Considering how bad middle class retirement prospects are already looking, the President’s offer would be disastrous for millions if implemented. The right course of action is simple: cancel the sequester, forget about cutting Social Security (which is not part of the so-called debt problem anyway), and focus on jobs and growth. As Paul Krugman says, “End this Depression Now!”

Cross-posted from Middle Class Political Economist.

Tags: , , Comments (1) | |

European Daily Catch: Know Your Consumers

by Rebecca Wilder

European Daily Catch: Know Your Consumers Today’s European Daily Catch compares the aggregate implications of the reported January 1-point rise in French household confidence to the reported January stabilization of Italian consumer confidence. Specifically, French consumers could be ‘happier’ but that doesn’t necessarily mean they’re spending more, while Italian household confidence translates rather directly to aggregate spending patterns.

Domestic demand is a large contributor to GDP growth in both Italy and France. Therefore, inferring patterns of aggregate consumption from higher frequency leading indicators, such as confidence, is important. Confidence measures lead real retail sales numbers, and real retail sales lead the quarterly real consumption patterns. Annual real retail sales growth has a reasonably high correlation with aggregate consumption (the ‘C’ of Y=C+I+G+NX) in both Italy and France, 69%; so gauging real retail sales from consumer confidence could potentially be useful.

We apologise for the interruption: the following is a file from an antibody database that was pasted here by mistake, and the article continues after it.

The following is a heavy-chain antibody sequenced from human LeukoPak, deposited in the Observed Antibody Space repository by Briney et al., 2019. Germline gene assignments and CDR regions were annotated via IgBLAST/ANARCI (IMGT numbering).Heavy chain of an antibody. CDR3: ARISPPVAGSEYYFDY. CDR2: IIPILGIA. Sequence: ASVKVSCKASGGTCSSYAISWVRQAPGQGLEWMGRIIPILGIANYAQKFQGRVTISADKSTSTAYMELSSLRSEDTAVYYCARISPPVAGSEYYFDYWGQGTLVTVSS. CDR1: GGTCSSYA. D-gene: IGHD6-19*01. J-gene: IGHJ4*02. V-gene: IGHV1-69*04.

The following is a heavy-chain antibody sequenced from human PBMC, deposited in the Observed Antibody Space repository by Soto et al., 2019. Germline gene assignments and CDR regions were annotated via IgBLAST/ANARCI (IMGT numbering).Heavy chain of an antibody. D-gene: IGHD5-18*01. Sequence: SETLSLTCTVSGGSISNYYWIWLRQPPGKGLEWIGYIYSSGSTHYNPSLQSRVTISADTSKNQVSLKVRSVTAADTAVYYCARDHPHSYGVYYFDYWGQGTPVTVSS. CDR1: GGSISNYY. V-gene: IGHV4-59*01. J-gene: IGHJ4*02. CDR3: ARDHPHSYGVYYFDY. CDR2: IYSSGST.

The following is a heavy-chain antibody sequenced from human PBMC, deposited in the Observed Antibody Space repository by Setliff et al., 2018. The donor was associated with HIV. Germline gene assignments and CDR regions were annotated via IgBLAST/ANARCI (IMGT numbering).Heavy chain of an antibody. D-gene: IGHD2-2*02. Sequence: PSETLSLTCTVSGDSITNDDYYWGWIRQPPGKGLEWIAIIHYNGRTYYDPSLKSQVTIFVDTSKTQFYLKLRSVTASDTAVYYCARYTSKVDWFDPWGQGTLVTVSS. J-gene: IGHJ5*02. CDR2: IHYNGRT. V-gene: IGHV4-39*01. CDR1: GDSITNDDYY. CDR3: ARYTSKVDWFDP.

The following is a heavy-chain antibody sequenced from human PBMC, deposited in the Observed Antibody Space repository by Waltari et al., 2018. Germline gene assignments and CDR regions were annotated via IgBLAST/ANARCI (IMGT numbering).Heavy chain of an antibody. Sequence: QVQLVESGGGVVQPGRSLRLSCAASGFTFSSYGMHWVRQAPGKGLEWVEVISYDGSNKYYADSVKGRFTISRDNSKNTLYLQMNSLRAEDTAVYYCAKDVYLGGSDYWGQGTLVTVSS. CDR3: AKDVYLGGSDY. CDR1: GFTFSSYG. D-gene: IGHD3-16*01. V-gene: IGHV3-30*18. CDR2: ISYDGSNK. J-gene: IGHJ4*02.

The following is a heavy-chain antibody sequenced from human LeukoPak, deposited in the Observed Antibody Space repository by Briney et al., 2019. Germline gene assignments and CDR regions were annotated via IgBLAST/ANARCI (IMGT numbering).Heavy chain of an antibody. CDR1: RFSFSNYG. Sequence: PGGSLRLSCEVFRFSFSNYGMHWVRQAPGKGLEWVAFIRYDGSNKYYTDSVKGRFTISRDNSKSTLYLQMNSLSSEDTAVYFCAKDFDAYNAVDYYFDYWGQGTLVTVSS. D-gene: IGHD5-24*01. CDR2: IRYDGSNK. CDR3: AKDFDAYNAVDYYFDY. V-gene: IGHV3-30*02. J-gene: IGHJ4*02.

Consumer confidence could be a useful tool for predicting consumption, hence GDP, in France and Italy…

…but it’s not in France. See, with a correlation of just 38%, household confidence is a terrible coincident indicator of real retail sales and adds practically no predictive value for aggregate consumption or GDP forecasting. French consumers could be just miserable and still post relatively healthy retail sales and aggregate consumption numbers.

…and it is in Italy. When Italians are depressed (not confident), they spend less. And boy are Italians depressed. The same series, consumer confidence and annual real retail sales growth, has a very high correlation in Italy, 76%. The implication is, that with confidence running 12.5 points below its 2000-2012 average I do not expect real retail sales to rise above the current 4.9% annual decline in November (CPI-adjusted).
Given the recent downtrend in Italian consumer confidence, the likelihood of a December decline in real retail sales is high. But even if it did stabilize at current levels, Q4 real retail sales are running 2.5% below Q3 sales. Therefore, household consumption is likely to decline in Q4, and quicker than its 0.2% drop in Q3.

So the moral of today’s European Daily Catch is when it comes to confidence indicators, know your consumers. Unhappy Italian consumers make poor spenders, while unhappy French households may very well hit the shops. Domestic demand in Italy is shaping up poorly.

Tags: , Comments (0) | |

Start from Silliness and the Product is…?

Begin with a Really Stupid Assumption:

  1. Assume Tom Friedman is correct.

    Not about the brilliance of cab drivers, or the flatness of the Earth, or even that AGW is the route to revitalize the U.S. economy.* But assume as valid his claim that the “global economy” makes war less likely; that Pakistan and India won’t battle because too many people in India depend on trade with Pakistan for their income and vice versa.**

    How do you then conduct war? Why, economically, of course.

    I mean, you can do it the stupid way: spend a bunch of your capital, get a lot of your people with potential for economic growth killed, and develop the enmity of those you battle, win or lose, but no one would be stupid enough to do that these days, would they?